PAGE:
Writing: Looking Back and Looking Ahead

At the New Year, writers always resolve to write more. That’s a given for me. Other than that, I’m not going to get squishy about all the other resolutions I probably ought to make. In retrospect, 2014 was generally a good writing and publishing year. Early in the year, I published Howie’s Hungabird Dilemma in which a determined Howie figured out how to Howie's Hungabird Dilemmakeep his crotchety neighbor lady from trying to whack the hummers with her tennis racquet. Crazy plot, huh? It was inspired by a third-hand rumor about a woman who did just that. How could I not write about it? Some adults had trouble with “hungabird,” but my kid readers got it!

My next book, Three Sisters Garden, was intended to come out in October but was plagued with unexpected ghosts and gremlins. Excellent illustrator, Casie Trace, developed a carpal tunnel-like problem in her precious

Three Sisters Gardenright hand and couldn’t paint for weeks. Then later, the full bleeds didn’t fully bleed, meaning the book had to be reformatted by my ever-patient and resilient book designer Rita Ter Sarkissoff. Simultaneously, my ebook version got hung up in dueling KDP accounts. We finally solved that issue. Kind of. All formats are up and available. Sigh. This book is not only about three little girls gardening but is the modern version of the American Indian tradition of planting corn, beans and squash together in one mound. Gai's Go-Away-Come-Back Garden

Now, my next children’s gardening book, Gai’s Go-Away-Come-Back Garden, is slated to be published in April. Illustrator for this book, Jack Wiens, is diligently working on his paintings–and they are outstanding! What goes away and comes back in a garden? Perennials, butterflies, hummingbirds, snails, Gai lets the lightning bugs go.lightning bugs … and, Gai’s parents and his babysitter. (Oh, how he dislikes that word!)

In a grand departure from children’s gardening books, I may just publish a collection of short stories entitled Adventures of the Hotel Sisters. In the 1920s, five little sisters did in fact grow up in a hotel–my mother and four aunts. However, the adventures are wildly imagined, fabricated, and fictionalized. While my kid gardening books are for grades K-3, the Hotel Sisters  in Teens & 20sHotel Sisters is for an older audience, grades 4-7 or 8. If I do keep my single resolution to write more, it will be focused mostly on the Hotel Sisters–with perhaps one additional gardening book for good measure. Please stay tuned to this blog, my website sandybakerwriter.com and Facebook.com/sandybakerauthor.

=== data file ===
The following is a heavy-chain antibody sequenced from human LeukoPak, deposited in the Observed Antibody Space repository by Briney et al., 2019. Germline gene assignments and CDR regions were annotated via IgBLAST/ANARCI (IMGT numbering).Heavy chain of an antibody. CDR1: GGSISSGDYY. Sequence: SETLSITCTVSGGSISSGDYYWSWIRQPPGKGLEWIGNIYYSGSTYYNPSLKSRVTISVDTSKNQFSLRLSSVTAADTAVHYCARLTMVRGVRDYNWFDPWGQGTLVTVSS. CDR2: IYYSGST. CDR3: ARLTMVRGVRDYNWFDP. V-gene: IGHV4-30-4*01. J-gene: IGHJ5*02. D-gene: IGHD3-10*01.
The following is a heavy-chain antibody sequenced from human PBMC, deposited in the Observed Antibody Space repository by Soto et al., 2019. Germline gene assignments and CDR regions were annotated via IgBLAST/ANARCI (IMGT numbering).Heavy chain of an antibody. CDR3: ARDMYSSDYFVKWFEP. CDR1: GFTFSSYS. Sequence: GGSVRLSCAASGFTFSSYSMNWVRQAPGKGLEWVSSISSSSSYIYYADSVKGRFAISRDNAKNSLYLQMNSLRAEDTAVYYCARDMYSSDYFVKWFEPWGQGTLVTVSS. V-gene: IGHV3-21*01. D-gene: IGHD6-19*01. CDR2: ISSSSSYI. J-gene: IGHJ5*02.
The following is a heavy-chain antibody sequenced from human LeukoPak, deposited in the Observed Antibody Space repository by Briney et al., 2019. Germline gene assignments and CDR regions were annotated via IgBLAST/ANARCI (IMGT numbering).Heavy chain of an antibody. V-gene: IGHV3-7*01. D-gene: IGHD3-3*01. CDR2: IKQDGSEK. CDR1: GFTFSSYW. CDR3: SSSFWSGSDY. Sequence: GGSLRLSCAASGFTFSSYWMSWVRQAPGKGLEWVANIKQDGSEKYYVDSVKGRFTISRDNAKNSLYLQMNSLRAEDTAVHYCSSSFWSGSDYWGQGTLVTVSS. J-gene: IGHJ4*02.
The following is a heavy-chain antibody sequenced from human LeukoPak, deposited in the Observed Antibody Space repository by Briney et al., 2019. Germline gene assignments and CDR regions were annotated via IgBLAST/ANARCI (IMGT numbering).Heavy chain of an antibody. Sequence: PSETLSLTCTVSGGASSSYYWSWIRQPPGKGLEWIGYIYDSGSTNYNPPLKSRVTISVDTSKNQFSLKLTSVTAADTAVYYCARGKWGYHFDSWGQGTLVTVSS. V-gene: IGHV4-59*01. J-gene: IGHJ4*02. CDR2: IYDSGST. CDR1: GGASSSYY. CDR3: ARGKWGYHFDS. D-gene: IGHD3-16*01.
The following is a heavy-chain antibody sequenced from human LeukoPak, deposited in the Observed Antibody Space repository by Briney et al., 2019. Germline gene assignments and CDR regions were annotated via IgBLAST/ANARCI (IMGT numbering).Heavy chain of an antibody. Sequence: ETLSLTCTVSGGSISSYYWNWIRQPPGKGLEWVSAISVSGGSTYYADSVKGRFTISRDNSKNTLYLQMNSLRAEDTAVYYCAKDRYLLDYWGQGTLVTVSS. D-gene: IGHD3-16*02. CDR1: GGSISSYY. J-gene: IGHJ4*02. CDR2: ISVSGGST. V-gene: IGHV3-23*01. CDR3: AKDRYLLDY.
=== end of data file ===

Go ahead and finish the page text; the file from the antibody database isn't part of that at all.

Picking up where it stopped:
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You CAN Have an English Cottage Garden

My article first appeared on the Sonoma County Master Gardener website a few years ago. It’s still relevant today as we enter our fourth year of drought here in Northern California. It’s a long article, but if you love English cottage gardens, you’ll love reading this.

Even in these lawn-eliminating, water-conserving days, the sand-boulder-gravel-dry river bed-cactus look of Arizona yards isn’t for everyone. If you want instead to have an English cottage garden, you can! If you are crazy about the colorful charm, the carefree (but carefully planned) cottage look, you can have it and save water, too. Some of the proposed plants may differ from the “original” cottage garden species, but you’ll get the look and use less water while you’re at it! The key is to PLAN NOW, PLANT LATER.IMG_0484

The original English “cottagers” were frugal, not frivolous, and filled their tiny front yards with a combination of vegetables, herbs, fruit trees and a few flowers, especially fragrant ones to camouflage the unpleasant odors emanating from harsh cottage living conditions. Cottage gardens evolved over time, sometimes with formally planted beds and later with a generally more exuberant and chaotic appearance. Our sentimental attraction to the style perhaps makes us feel that the scones are ready to be pulled out of the oven and tea served.

If you like the look, then you are going to be thrilled when I tell you that many of the plants I suggest are original English cottage garden varieties. First of all, no (or few) roses and hydrangeas. I know, I know, you feel they’re a must-have! They aren’t. They’re water hogs, but the trade-off will be a lovely, fruit-bearing apple or pear tree.

Habitat0090Think in terms of layers: descending from the back, tall to medium to short. Think ecstatic eruptions: wide variety and no commitment to a single color or species. Think fragrance: perfumes that will grab your olfactory sense and pull you straight into the midst. Think verticality: trellis or arbor cloaked with romantic climbing, twining vines. Think interplanting: edibles and ornamentals. Think endless waves of blooming. Think butterflies and hummingbirds. Think people: add a bench, stepping-stones, a birdbath. Bring your camera.